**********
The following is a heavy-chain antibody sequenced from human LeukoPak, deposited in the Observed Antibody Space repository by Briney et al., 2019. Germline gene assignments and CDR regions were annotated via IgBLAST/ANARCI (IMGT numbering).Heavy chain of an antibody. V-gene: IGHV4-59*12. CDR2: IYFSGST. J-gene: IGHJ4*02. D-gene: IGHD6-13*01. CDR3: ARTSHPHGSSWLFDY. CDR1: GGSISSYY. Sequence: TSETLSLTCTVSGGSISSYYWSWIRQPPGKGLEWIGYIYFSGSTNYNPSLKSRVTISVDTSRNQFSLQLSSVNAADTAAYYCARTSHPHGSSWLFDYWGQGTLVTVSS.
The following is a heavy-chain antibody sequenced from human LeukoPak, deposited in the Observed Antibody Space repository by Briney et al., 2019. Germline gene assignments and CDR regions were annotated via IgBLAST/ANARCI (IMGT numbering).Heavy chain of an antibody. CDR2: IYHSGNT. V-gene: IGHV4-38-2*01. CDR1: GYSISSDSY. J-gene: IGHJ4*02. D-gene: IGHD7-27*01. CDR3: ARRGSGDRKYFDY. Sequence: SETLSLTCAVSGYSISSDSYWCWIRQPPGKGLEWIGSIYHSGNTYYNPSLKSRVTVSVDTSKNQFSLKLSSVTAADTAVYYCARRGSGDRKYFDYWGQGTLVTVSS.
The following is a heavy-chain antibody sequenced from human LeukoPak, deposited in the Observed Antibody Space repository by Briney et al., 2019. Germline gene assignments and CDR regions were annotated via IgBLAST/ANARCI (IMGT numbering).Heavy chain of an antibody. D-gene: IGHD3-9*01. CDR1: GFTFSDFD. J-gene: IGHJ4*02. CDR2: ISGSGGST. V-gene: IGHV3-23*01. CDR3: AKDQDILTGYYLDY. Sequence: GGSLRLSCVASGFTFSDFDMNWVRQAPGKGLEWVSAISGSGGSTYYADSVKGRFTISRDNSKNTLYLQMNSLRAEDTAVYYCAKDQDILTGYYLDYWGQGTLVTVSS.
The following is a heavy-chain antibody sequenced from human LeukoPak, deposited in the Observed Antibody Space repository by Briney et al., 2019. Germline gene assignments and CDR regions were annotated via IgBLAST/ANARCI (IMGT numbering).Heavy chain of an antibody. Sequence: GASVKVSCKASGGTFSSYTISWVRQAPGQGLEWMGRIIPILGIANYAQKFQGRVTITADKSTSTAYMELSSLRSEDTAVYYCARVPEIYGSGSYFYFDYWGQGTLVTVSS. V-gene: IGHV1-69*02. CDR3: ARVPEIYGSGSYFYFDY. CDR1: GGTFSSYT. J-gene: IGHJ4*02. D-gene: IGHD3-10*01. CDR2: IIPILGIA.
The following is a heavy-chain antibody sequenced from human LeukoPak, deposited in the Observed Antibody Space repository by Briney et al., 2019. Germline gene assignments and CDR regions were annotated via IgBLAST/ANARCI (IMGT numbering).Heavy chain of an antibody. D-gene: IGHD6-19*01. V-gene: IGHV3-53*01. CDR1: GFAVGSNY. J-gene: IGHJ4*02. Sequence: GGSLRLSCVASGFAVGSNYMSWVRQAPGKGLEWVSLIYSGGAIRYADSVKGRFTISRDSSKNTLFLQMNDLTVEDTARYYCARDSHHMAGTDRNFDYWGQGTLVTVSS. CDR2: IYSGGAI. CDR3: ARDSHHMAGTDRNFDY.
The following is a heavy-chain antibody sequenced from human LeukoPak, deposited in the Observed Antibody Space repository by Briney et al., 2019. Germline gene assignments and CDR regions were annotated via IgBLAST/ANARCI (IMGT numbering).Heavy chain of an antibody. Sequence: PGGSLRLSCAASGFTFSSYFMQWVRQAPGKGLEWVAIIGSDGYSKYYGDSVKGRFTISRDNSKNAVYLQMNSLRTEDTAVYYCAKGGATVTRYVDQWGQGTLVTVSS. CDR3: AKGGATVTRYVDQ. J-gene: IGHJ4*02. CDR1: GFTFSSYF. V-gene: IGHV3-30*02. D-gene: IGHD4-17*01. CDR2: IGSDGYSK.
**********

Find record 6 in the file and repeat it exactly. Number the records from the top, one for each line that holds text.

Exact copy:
The following is a heavy-chain antibody sequenced from human LeukoPak, deposited in the Observed Antibody Space repository by Briney et al., 2019. Germline gene assignments and CDR regions were annotated via IgBLAST/ANARCI (IMGT numbering).Heavy chain of an antibody. Sequence: PGGSLRLSCAASGFTFSSYFMQWVRQAPGKGLEWVAIIGSDGYSKYYGDSVKGRFTISRDNSKNAVYLQMNSLRTEDTAVYYCAKGGATVTRYVDQWGQGTLVTVSS. CDR3: AKGGATVTRYVDQ. J-gene: IGHJ4*02. CDR1: GFTFSSYF. V-gene: IGHV3-30*02. D-gene: IGHD4-17*01. CDR2: IGSDGYSK.